Zac Goldsmith has been removed as patron of a Richmond disability charity after he voted to cut benefits for disabled people by £1,500 a year.

Richmond Advice and Information on Disability asked the MP to resign after he voted to cut disability benefits and the mayoral candidate stepped down from the role on Thursday, March 17.

In a statement, Richmond AID's chief executive Lucy Byrne criticised Mr Goldsmith, MP for Richmond Park and North Kingston as well as Dr Tania Mathias, MP for Twickenham, for voting in Parliament to make the cuts, which she said would have a "severe and detrimental impact on the lives of disabled people".

The chief executive said: "It must be recognised that being a disabled person means higher general living expenses, for example to keep warm, to travel to get to activities and to participate in the community and travel to medical appointments.

"For people who are close to getting back to the workplace add to that the cost of taxis to interviews, smart clothes for work and internet access.

"We believe this cut moves disabled people further away from the workplace and increases the social isolation of people who are already vulnerable and already experience barriers in getting employment.

"We are shocked and disappointed to find that both our local MPs here in the borough of Richmond voted for this cut, one of whom is patron of our organisation.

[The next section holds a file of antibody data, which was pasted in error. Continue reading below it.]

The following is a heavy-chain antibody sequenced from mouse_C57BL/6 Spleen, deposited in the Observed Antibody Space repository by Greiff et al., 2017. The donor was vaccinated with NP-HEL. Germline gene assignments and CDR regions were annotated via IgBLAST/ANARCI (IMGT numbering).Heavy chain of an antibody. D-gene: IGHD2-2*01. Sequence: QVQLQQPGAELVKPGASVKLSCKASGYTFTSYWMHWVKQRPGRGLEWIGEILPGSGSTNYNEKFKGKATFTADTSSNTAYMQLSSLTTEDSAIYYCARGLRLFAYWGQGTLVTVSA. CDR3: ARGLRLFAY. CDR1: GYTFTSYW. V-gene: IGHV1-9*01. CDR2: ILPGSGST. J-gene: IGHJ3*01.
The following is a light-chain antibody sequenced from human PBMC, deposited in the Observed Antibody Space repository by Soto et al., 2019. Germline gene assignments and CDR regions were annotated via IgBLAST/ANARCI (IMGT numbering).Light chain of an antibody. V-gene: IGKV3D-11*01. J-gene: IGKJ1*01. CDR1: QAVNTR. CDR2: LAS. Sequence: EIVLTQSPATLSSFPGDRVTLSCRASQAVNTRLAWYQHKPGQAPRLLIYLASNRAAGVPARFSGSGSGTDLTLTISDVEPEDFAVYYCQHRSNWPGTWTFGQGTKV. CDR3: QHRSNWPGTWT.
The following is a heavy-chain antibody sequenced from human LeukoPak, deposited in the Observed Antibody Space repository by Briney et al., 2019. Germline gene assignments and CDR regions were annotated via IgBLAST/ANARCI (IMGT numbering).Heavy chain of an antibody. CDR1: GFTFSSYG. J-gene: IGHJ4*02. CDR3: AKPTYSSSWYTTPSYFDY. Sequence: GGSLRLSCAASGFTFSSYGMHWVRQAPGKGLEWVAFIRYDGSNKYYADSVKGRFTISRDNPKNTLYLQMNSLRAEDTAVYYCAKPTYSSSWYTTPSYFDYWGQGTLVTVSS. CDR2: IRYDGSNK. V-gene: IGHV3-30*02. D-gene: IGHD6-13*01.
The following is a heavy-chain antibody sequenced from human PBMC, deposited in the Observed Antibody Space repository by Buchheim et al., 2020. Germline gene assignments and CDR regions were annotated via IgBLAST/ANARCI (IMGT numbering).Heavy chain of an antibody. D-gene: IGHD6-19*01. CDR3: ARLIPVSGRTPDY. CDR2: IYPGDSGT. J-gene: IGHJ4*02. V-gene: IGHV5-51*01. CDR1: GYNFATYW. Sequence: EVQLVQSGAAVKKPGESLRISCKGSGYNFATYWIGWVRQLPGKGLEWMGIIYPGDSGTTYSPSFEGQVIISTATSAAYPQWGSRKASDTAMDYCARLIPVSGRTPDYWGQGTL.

"Having voted for this brutal cut we believe that Zac Goldsmith’s position as patron is no longer tenable."

A Richmond AID spokesman said the cuts were in "direct conflict" with the ethos of the charity and that it was "inappropriate" for Mr Goldsmith to remain a patron.

Ms Byrne confirmed that the MP had yet to set a date to meet with them to explain the reasons for his vote but that Dr Mathias had agreed with the charity to visit them.

Ms Byrne also said Richmond AID would still work with Mr Goldsmith as the local MP to help clients receive the correct benefits.

In a written response to the charity after agreeing to step down, Mr Goldsmith said: "I was pleased to hear from you how much I and my office have helped your clients over the years and of course I will continue to help in any way I can for as long as I am in office."

The vote for cuts to the Employment and Support Allowance (ESA) was carried despite two rebellions in the House of Lords and warnings from charities that it would become more difficult for disabled people to get back into work.